Lifestyle, Maternal Nutrition and Healthy Pregnancy

Curr Vasc Pharmacol. 2021;19(2):132-140. doi: 10.2174/1570161118666200401112955.


Healthy lifestyle habits spanning from preconception to postpartum are considered as a major safeguard for achieving successful pregnancies and for the prevention of gestational diseases. Among preconception priorities established by the World Health Organization (WHO) are healthy diet and nutrition, weight management, physical activity, planned pregnancy and physical, mental and psychosocial health. Most studies covering the topic of healthy pregnancies focus on maternal diet because obesity increases the risks for adverse perinatal outcomes, including gestational diabetes mellitus, large for gestational age newborns, or preeclampsia. Thus, foods rich in vegetables, essential and polyunsaturated fats and fibre-rich carbohydrates should be promoted especially in overweight, obese or diabetic women. An adequate intake of micronutrients (e.g. iron, calcium, folate, vitamin D and carotenoids) is also crucial to support pregnancy and breastfeeding. Moderate physical activity throughout pregnancy improves muscle tone and function, besides decreasing the risk of preeclampsia, gestational diabesity (i.e. diabetes associated with obesity) and postpartum overweight. Intervention studies claim that an average of 30 min of exercise/day contributes to long-term benefits for maternal overall health and wellbeing. Other factors such as microbiome modulation, behavioural strategies (e.g. smoking cessation, anxiety/stress reduction and sleep quality), maternal genetics and age, social class and education might also influence the maternal quality of life. These factors contribute to ensure a healthy pregnancy, or at least to reduce the risk of adverse maternal and foetal outcomes during pregnancy and later in life.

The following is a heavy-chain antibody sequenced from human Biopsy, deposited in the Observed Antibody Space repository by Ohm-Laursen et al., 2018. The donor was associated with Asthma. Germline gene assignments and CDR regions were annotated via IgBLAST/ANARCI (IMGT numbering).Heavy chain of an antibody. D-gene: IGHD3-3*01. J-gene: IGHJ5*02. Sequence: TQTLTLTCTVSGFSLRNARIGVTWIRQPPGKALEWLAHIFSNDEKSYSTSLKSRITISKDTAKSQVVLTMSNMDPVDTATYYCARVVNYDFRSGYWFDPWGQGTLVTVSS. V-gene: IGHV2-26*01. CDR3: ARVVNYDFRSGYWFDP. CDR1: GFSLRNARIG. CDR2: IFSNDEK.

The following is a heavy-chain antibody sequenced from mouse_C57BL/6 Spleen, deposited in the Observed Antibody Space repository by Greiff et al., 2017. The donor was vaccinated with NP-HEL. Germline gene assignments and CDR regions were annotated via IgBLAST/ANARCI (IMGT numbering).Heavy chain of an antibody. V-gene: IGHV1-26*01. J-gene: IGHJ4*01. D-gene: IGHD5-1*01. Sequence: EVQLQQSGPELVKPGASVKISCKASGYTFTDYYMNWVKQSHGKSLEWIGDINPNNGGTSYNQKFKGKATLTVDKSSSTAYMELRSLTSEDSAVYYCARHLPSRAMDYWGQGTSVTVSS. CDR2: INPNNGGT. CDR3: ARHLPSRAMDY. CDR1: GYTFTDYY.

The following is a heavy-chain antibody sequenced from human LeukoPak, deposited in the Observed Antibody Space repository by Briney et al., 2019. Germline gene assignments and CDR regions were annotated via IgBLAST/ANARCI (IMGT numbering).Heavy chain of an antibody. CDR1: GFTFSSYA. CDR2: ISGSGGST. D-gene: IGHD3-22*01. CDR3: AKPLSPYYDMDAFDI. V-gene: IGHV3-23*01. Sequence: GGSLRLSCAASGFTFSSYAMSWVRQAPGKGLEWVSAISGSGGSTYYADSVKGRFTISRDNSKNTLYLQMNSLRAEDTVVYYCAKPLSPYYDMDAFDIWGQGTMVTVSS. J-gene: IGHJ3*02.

Keywords: Healthy pregnancy; lifestyle habits; maternal nutrition; physical activity.

Publication types

  • Research Support, Non-U.S. Gov't
  • Review

MeSH terms

  • Diet, Healthy*
  • Energy Metabolism
  • Exercise*
  • Feeding Behavior
  • Female
  • Humans
  • Maternal Health*
  • Maternal Nutritional Physiological Phenomena*
  • Nutritional Status*
  • Pregnancy
  • Pregnancy Complications / epidemiology
  • Pregnancy Complications / physiopathology
  • Pregnancy Complications / prevention & control*
  • Pregnancy Outcome
  • Quality of Life
  • Risk Assessment
  • Risk Factors
  • Risk Reduction Behavior*